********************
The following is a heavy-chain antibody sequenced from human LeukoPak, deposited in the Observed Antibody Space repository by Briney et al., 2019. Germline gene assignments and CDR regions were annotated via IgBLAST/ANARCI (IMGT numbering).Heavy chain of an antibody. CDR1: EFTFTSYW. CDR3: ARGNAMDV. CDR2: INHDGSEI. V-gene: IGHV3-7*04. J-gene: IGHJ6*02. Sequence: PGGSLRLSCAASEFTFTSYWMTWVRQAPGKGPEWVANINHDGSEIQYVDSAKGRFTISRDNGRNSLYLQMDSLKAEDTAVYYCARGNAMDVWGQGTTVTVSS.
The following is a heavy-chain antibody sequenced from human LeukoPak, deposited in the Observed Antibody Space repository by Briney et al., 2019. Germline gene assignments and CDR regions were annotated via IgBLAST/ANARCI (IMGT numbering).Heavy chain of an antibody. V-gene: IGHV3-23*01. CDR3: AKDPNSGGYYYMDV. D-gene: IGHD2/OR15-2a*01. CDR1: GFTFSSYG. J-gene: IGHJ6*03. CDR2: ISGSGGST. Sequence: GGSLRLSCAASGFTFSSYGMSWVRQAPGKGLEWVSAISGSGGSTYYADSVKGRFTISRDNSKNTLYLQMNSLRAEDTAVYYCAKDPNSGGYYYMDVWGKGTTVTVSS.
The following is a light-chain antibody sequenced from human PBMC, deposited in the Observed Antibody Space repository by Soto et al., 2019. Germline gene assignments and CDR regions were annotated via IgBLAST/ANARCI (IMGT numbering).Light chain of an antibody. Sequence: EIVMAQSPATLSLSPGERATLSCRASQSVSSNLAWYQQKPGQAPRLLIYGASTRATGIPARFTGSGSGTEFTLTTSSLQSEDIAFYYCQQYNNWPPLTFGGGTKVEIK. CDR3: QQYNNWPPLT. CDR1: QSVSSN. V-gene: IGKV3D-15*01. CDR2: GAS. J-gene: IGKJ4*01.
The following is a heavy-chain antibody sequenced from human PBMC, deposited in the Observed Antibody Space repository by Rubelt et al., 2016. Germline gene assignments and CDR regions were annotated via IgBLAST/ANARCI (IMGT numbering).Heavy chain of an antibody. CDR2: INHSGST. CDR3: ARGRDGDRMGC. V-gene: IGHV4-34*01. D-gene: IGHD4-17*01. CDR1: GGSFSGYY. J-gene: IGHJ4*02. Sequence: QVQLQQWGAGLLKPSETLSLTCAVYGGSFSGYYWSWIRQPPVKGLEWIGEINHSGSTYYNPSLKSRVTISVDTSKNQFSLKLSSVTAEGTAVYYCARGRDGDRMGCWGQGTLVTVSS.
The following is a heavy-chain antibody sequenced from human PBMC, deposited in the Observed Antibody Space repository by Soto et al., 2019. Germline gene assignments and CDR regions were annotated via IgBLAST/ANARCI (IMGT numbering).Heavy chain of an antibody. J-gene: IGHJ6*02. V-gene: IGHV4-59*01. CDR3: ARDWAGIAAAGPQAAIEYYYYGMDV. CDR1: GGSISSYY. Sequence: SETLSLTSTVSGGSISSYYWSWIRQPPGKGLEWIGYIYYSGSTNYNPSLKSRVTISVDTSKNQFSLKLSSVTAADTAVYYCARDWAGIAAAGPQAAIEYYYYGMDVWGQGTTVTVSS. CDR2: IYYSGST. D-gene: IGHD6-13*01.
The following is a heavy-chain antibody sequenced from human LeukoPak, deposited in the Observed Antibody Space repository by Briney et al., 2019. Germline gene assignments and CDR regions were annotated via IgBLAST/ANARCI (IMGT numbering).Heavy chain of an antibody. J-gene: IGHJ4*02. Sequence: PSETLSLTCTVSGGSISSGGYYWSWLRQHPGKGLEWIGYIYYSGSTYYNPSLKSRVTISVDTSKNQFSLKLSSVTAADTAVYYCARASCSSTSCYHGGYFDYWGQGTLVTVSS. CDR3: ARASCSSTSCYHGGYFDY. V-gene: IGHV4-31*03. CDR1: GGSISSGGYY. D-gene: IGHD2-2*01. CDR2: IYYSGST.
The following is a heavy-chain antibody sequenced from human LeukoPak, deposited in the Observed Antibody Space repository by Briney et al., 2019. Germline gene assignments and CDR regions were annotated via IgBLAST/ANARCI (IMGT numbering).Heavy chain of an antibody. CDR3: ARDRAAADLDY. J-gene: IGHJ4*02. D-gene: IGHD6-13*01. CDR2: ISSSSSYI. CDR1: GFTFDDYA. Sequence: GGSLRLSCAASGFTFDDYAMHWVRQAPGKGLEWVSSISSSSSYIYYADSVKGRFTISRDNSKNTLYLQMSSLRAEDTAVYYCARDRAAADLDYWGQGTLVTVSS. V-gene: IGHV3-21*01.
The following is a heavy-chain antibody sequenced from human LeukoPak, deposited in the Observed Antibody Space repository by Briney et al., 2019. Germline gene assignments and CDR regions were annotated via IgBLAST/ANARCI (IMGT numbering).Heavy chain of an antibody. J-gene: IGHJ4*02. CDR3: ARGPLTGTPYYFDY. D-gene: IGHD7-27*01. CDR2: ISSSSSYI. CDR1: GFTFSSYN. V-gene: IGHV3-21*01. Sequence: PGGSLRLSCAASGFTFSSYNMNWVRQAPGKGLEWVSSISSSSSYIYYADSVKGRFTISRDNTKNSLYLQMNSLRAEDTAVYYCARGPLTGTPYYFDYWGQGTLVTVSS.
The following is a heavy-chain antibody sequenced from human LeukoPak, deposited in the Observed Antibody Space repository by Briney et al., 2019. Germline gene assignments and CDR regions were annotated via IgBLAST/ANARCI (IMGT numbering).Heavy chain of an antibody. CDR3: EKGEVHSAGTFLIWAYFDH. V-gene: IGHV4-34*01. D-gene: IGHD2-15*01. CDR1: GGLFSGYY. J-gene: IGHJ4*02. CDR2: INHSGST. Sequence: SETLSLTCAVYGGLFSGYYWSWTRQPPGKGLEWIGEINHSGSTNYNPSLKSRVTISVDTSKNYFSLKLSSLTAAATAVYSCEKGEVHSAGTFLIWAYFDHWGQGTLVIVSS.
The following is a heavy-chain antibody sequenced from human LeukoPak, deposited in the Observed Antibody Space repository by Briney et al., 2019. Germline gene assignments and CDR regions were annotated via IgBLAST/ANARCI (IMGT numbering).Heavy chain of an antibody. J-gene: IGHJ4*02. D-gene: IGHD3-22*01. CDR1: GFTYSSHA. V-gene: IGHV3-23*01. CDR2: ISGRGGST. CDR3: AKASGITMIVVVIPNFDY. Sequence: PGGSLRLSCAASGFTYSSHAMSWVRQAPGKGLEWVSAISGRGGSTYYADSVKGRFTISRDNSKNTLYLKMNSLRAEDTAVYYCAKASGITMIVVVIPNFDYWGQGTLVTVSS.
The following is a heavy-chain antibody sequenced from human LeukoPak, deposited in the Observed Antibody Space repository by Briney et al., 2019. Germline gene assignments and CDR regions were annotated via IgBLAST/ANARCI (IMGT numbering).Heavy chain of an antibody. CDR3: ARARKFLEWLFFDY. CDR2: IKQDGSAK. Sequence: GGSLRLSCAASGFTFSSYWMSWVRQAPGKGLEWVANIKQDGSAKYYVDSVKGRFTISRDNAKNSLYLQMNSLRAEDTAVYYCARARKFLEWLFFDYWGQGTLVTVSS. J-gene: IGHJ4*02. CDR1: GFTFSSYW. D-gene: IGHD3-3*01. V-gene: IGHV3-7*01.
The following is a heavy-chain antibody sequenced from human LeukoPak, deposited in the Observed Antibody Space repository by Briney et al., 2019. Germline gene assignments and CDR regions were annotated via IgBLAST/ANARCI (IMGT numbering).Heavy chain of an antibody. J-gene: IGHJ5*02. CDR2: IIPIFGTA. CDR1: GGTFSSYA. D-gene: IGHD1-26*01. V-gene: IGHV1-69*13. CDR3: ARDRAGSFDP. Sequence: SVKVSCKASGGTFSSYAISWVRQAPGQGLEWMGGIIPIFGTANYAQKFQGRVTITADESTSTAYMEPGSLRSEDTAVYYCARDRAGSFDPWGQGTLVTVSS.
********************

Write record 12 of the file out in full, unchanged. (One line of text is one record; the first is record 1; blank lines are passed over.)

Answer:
The following is a heavy-chain antibody sequenced from human LeukoPak, deposited in the Observed Antibody Space repository by Briney et al., 2019. Germline gene assignments and CDR regions were annotated via IgBLAST/ANARCI (IMGT numbering).Heavy chain of an antibody. J-gene: IGHJ5*02. CDR2: IIPIFGTA. CDR1: GGTFSSYA. D-gene: IGHD1-26*01. V-gene: IGHV1-69*13. CDR3: ARDRAGSFDP. Sequence: SVKVSCKASGGTFSSYAISWVRQAPGQGLEWMGGIIPIFGTANYAQKFQGRVTITADESTSTAYMEPGSLRSEDTAVYYCARDRAGSFDPWGQGTLVTVSS.